‘Good twists and great villains’: Friday the 13th screened on campus

friday the 13th
Freshmen screen acting majors Jordan Cassel, Griffin Hamilton and Slade Monroe attended the University Program Board’s screening of “Friday the 13th.” Photo by Kali Hoffman, photo editor

Horror movie fans sat on the lawn in front of the Musco Center for the Arts to watch a screening of the 1980s horror film “Friday the 13th.”

On the evening of Sept. 13, freshmen screen acting majors Jordan Cassel, Griffin Hamilton and Slade Monroe discussed the merits of classic horror films under the ominous full moon, on one of the most superstitious days of the year.

“They have good narratives, good twists and great villains,” Cassel said. “You can turn your brain off and just have fun.”

With this past Friday landing on the 13th, superstitions were met with the fear of horror movie villains emerging from the shadows.

“People now think of less of ‘Friday the 13th’ as bad luck and more in terms of Jason,” said Tom McLoughlin, a professor at Dodge College of Film and Media Arts. “You say ‘Friday the 13th’ and people think: ‘Jason’s going to get you.’”

friday the 13th
Screening of “Friday the 13th.” Photo by Kali Hoffman, photo editor

The day is now commonly associated with Jason the serial killer, who entered pop culture after the first movie hit theaters in 1980. Nearly 40 years later, members of the public are still met with ties to the horror film that McLoughlin played a part in writing and directing.

“I was told to basically take Jason, bring him up from the grave and make him unstoppable,” McLoughlin said about his 1986 work on the sixth installment, “Friday the 13th Part VI: Jason Lives.”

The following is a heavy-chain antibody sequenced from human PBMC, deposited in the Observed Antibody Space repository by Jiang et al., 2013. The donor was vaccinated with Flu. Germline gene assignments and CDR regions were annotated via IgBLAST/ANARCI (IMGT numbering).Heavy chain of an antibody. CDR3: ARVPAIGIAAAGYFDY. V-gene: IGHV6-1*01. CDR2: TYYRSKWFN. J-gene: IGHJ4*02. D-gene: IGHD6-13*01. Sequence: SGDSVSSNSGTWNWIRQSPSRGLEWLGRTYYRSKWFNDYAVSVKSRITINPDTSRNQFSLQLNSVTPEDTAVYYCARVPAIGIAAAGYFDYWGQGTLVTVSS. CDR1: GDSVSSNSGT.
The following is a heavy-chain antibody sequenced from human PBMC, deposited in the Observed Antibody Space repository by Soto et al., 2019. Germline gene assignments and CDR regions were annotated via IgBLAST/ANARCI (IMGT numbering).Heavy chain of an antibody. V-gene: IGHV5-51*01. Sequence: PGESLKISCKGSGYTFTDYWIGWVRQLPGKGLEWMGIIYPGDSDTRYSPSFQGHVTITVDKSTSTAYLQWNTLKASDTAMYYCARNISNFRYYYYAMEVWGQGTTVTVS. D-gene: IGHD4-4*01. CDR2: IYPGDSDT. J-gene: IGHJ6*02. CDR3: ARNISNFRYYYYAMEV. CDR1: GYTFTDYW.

“Jason had fallen under the category of a legendary, iconic monster that helped it become the type of movie you can watch again and again,” McLoughlin said.

While he is known for his award-winning work in the realm of horror, McLoughlin also teaches directing classes at Dodge. He believes young directors can get a start in their careers by exploring the horror genre — he made his debut with his 1983 feature film “One Dark Night.”

“I was going to make fun of the genre, but at the same time, try to make a well-structured horror film,” he said. “I went into it with a sense of humor.”

When working on “Part VI: Jason Lives,” McLoughlin said that he was eager to introduce comedy into the series, instead of simply creating another slasher film that celebrates death.

“Dark comedy makes the characters more likeable,” Hamilton said. “Even in the worst situations, people will still make jokes.”

Prior to Friday the 13th, McLoughlin receives fan mail and invitations to attend and speak at movie screenings. McLoughlin told The Panther that he flew out to Blairstown, New Jersey — where the first movie in the series takes place — on Thursday, Sept. 12 for the grand opening of a “Friday the 13th” installation at the Blairstown Museum.

Classic films “Child’s Play” and “Halloween” have been remade in recent years, in homage to their original films in the 1980s and 1970s. McLoughlin said that he wishes the same for the franchise he’s worked on.

“I’ve written a brand new movie and it would be part No. 13 if we can get it made,” he said. “It would be called ‘Jason Never Dies.’”

After watching the first three films, freshman screenwriting major Dimitri Keogh said that movies like “Friday the 13th” bring a new kind of energy to what horror is about, along with classics like “Nightmare on Elm Street” and “The Shining.”

“It really reinvigorated the horror genre,” Keogh said. “It was definitely the most popular with its 10 or so sequels.”

Keogh said that the franchise popularized the phenomenon of multiple sequels; the first film in the franchise was released in 1980, followed by 11 sequels in addition to a television series “Friday the 13th: The Series” in 1989 that McLoughlin lent a hand in writing.

“The fact that after all these years, the movie is still looked upon as one of the favorites is huge,” McLoughlin said. “None of us ever predicted it.”